Tag Archive: Mckenna Grace


Ghostbusters return b

Bustin’ makes me feel good.

The most exciting movie of the year now has tie-in toys, and an early look at the toys appears to telegraph the return of three original Ghostbusters donning their garb again.  That’s Dan Aykroyd, Bill Murray, and Ernie Hudson, clearly featured as part of several toys coming from Hasbro and other brands for Ghostbusters: Afterlife.

GA figs

Hasbro is offering a line of line up higher end figures, the Plasma Series (available here for pre-order now) featuring characters from the 2021 film, including Trevor, Lucky, Podcast, Peter, Winston, and Ray.

GA women figs

Check out more new Ghostbusters: Afterlife toys, including a new Clue below…

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ga b

The kids aren’t all right because they released something vile from this old well…

The most exciting trailer this year comes from a film Dan Aykroyd and Bill Murray have been interviewed about since Ghostbusters II.  Taking a cue from Halloween, Predator, and Terminator, the franchise did some skipping of reboots and made Ghostbusters: Afterlife a direct sequel to Ghostbusters II.  The lead role is for Mckenna Grace, who has appeared in lots of genre films and shows (Ready Player One, Independence Day: Resurgence, Captain Marvel, and horror franchises: Chilling Adventures of Sabrina, Annabelle, Amityville, and Hill House).  In a nice nod to the late, great comedy writer and Ghostbusters co-star and writer Harold Ramis, Grace and Stranger Things co-star Finn Wolfhard (who wore his own Ghostbusters suit in his series) will play the grandkids of Ramis’s Dr. Egon Spengler.  Shifting to a prairie setting from the city, the tone feels more like the creepy and cool Stranger ThingsAnnie Potts’s return is refreshing in this trailer, along with (at least) the voice of Dan Aykroyd.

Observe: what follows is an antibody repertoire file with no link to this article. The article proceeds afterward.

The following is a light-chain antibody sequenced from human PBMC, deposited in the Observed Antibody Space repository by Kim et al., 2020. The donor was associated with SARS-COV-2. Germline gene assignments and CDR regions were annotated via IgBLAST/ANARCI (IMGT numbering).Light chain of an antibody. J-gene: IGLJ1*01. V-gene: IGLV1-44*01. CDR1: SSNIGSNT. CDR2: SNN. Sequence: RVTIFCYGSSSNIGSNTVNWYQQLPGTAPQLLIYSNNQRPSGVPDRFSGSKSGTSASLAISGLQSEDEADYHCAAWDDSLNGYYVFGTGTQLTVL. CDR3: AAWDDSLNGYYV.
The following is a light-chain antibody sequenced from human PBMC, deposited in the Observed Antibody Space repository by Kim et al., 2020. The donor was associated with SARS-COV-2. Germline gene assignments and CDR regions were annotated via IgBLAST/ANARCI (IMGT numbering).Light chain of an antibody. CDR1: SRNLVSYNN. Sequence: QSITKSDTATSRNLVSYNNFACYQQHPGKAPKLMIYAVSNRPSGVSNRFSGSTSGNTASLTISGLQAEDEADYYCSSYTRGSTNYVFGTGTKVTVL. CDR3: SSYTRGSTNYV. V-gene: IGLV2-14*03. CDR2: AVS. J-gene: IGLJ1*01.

Rudd ga

Paul Rudd (Ant-Man) plays the grade school teacher, and the kids’ mom is played by Carrie Coon, who played the creepy antagonist in the second season of Sinner as well as in Thanos’ army in Avengers: Infinity War.  Plus Bill Murray, Sigourney Weaver, Ernie Hudson, Gozer-everyone but Rick Moranis–have been confirmed for at least a cameo.  And there’s an El Camino and the return of the Ecto-1 with some extra features, and no doubt some animated series tie-ins and Easter eggs.  What more could you want?

Check out the new trailer for Ghostbusters: Afterlife:

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When we created last year’s preview of 2020 movies we were pretty sure we were going to have some great movies this year, but we were surprised by what ended up being the best, mainly because what were to be the big box office hits were delayed to 2021 because of the covid pandemic.  All year we wondered what we’d get to see and what we wouldn’t–and thanks to Netflix, Amazon Prime, Vudu, and similar streaming services, an impressive array of movies kept us entertained, especially by way of genre content.  Ultimately we think the Best Movies of 2020 will stand up against any other year.

GenredomAs always, we’re after the best genre content of the year–with our top categories from the Best in Movies.  There are thousands of other places that cover plain vanilla dramas and the rest of the film world, but here we’re looking for movies we want to watch.  What do all of this year’s selections have in common?  In addition to those elements that define each part of genredom, each has a good story.  Special effects without a good story is not good entertainment, and we saw plenty of films this year that missed that crucial element.